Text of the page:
Friday, April 12, 2019

Hellboy - Review

As a premise, rebooting Hellboy because the previous version of the franchise didn’t make a ton of money seems ill-advised. It’s a fairly unknown property, even with the two Guillermo del Toro films gaining some fans, and it’s unlikely you’ll find the same visual creativity that he provided. Turns out the actual result is even worse than you could imagine, and an absolute slog to experience.

Hellboy (David Harbour), the legendary half-demon superhero is called to the English countryside to battle a trio of rampaging giants. There he discovers The Blood Queen, Nimue (Milla Jovovich), a resurrected ancient sorceress thirsting to avenge a past betrayal. Suddenly caught in a clash between the supernatural and the human, Hellboy is now hell-bent on stopping Nimue without triggering the end of the world.

Devoid of any new and interesting things for Hellboy to do that wasn’t already done previously, Hellboy as a film feels about as dull as you can possibly get when featuring a large, red, demon as your protagonist. He fights other monsters, shooting or punching his way out of each situation, and cracks jokes. Hell, some of the visuals of the film, taking a steep dip in quality mind you, pull from the first two films completely, including a retelling of the origin with what honestly looks like the same exact costume used in origin before. Hellboy is a wasteland of terrible ideas, and not in a fun way.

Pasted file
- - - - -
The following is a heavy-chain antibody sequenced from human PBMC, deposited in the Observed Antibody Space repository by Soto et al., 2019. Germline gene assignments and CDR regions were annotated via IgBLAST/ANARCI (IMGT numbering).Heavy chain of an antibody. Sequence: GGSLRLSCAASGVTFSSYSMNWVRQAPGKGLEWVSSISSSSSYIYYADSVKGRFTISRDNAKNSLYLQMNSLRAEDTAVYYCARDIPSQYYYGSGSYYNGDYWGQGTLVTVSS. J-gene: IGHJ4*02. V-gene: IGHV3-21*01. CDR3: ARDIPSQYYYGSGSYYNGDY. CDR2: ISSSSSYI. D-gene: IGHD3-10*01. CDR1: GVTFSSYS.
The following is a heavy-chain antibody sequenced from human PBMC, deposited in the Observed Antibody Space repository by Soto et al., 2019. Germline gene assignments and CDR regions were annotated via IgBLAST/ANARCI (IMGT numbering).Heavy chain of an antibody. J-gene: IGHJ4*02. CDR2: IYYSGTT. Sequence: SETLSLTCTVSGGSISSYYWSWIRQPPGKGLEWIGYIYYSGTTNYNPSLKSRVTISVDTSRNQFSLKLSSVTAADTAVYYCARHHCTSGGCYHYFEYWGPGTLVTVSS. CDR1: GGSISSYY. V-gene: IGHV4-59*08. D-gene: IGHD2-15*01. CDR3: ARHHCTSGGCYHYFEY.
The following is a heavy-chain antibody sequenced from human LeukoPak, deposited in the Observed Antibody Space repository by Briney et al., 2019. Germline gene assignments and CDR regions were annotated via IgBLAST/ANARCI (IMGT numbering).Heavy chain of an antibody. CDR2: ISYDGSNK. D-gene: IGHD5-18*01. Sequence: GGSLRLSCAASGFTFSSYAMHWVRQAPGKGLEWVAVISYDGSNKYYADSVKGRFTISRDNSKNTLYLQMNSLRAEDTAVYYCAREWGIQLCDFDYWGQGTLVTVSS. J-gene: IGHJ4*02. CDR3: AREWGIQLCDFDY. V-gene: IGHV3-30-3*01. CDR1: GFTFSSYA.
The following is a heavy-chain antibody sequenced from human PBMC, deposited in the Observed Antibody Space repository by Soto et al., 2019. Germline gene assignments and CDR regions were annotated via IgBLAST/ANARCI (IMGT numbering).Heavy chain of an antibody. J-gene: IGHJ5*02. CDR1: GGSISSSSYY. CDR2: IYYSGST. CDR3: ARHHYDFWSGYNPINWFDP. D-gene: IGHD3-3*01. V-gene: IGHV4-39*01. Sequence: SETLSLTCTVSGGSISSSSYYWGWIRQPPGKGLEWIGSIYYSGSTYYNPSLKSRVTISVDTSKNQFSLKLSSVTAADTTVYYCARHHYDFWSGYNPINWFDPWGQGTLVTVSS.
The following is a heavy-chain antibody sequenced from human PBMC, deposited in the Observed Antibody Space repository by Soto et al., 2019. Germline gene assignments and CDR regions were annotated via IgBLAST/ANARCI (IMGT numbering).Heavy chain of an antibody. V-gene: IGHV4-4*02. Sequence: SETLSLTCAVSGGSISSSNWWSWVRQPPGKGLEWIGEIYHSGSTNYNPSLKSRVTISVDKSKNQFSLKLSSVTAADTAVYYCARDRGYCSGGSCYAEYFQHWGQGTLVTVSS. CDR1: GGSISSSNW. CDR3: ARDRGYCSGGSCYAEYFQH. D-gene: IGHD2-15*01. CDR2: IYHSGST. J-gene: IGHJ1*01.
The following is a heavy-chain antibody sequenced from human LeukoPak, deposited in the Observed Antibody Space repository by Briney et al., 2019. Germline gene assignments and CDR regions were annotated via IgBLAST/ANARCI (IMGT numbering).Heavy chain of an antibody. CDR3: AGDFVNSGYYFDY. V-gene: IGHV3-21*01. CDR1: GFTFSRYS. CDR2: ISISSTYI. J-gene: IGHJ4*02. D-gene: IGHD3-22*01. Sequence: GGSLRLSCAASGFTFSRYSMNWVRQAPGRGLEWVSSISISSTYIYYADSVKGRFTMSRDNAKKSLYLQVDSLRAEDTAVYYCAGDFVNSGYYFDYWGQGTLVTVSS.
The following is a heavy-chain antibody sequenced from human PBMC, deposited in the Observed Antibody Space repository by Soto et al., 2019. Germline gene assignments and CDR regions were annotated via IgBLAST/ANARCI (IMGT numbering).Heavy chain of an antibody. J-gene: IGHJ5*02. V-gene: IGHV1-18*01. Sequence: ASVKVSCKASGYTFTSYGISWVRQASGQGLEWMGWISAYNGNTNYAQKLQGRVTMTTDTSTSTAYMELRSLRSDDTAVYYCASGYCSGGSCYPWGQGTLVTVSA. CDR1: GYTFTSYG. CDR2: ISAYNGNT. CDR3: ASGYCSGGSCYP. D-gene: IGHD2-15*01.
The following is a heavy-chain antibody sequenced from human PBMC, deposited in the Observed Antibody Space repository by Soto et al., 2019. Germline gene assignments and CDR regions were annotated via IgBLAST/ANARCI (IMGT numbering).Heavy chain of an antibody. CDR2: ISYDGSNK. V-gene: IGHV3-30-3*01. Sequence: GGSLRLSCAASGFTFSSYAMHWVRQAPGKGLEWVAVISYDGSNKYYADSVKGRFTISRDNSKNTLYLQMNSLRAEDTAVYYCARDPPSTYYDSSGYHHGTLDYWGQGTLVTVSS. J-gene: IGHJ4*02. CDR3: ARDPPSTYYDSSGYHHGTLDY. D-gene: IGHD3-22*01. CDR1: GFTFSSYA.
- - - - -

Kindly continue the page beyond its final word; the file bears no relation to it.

The technical side of things is, to put it lightly, nightmarish. Hellboy plays as if a thirteen-year-old discovered how to create large scale CGI work and tried to make it as bloody and grotesque as possible so they could appear edgy to their friends. It reeks of studio interference with choppy editing and clear cuts made that make the story remarkably dull. It doesn’t help that one can see the imaginative work of Guillermo del Toro’s original films compared to the gray, bleak and boring designs used here. How anyone believed this was the right way to go with the property is a mystery.

Perhaps the only semblance of a positive remark can be given to David Harbour. Though he had very large shoes to fill in following up the Ron Perlman version, he does okay with the severe lack of material he is given. If the writing were better from top to bottom, it’s feasible that Harbour could’ve really nailed the character, but as it stands, it’s a stretch to even praise him ever so slightly.

Hellboy is an utter waste of time and money, for the filmmakers and audience alike. News about a troubled production are starting to creep out over the course of the past few days, but it’s still hard to imagine a smooth production offering up anything better than this dumpster fire of a film. There are multiple moments that are laughably bad, including a few in the first ten minutes alone, and in that way, it’s sure to draw some people in. Otherwise, avoid this film like the plague it is. 

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